On 5/21/05, Ray Saintonge <saintonge(a)telus.net> wrote:
Robin Shannon wrote:
How about this for a draft license:
Wikimedia license 1.0
this only exists to give us an escape route if need be
Anything distributed under this license must conform to the terms and
conditions of the CC-Wiki license or the GFDL license or the CC-BY-SA
Anything licensed under this license will also be licensed under any
later version of this license.
If we put that into lawyer language, then we don't really have a
proper license, but have the ability to add in another clause in a
later version saying "and it must confom to the terms of the
foo-licnese". Hence the wikimedia foundation can in effect add a new
licnese which which will be backwards compatable when ever the need
may come up.
i dont know if this is actually legaly possible, but it might be worth a shot.
I don't know about the legal possibility, but I would question the
ethics. What it's saying is, "It doesn't matter what you agree to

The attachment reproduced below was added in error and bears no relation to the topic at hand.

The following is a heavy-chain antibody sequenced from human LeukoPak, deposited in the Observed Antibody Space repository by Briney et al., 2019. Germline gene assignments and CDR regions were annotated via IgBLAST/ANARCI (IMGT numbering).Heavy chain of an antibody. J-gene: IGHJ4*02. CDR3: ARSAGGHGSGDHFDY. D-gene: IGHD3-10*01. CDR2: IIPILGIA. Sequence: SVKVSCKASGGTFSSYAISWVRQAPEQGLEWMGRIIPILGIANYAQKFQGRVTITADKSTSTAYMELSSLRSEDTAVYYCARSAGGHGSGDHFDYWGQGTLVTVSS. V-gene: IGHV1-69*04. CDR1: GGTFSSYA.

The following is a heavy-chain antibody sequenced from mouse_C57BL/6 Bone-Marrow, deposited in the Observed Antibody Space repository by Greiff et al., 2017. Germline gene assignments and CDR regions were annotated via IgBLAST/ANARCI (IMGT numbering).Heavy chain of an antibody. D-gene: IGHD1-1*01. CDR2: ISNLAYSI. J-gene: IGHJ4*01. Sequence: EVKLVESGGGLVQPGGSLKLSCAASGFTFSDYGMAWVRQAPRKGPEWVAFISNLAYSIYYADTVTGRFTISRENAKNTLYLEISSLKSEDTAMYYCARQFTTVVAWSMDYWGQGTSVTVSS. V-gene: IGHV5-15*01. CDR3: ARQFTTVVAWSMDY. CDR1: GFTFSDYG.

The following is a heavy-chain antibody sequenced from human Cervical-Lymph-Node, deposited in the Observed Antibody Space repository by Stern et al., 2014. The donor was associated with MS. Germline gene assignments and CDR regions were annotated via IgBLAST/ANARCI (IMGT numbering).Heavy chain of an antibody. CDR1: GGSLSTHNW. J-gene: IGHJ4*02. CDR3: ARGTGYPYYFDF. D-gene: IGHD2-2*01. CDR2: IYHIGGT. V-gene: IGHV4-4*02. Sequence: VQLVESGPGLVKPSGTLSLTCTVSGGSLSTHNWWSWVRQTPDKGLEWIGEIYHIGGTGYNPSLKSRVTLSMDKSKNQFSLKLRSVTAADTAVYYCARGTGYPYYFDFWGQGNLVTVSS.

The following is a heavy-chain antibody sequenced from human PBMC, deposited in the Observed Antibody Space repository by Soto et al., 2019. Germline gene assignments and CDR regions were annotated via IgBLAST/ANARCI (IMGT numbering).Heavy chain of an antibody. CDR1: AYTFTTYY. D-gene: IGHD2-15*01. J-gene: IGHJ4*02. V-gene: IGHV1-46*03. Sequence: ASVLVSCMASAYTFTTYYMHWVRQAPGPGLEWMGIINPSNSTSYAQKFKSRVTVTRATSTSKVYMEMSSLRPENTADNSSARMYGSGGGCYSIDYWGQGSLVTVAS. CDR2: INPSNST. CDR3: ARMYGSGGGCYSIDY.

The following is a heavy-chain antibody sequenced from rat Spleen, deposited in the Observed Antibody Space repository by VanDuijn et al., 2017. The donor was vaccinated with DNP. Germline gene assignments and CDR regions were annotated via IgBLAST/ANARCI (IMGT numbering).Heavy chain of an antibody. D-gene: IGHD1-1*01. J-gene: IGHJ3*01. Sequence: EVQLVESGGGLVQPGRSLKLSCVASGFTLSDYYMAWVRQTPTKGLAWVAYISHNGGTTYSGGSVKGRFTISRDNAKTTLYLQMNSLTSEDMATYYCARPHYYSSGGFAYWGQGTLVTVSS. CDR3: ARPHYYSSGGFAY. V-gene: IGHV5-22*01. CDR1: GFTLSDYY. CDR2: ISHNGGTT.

because we can unilaterally change it later anyway."
The last part is actually absolutely not legal. Soufron pointed it out
earlier, you can't agree to a contract you have not seen. And it makes
sense too, what if the people in charge of the "next version" of the
licence decided that new version did not allow commercial use, or
suddenly were theirs. It is I think what Soufron attempted to point
out when he said we should have our own licence, leaving Wikipedia in
the hands of "other people" no matter how much we agree with them,
carries a part of "unknown" in itself. Not to say that I am for a
Wikipedia license, but as it stands today, the GFDL template that
stipulates "or any later version published by the Free Software
Foundation" (cf. http://en.wikipedia.org/wiki/Template:GFDL
) is highly
illegal. Or rather, does not make sense.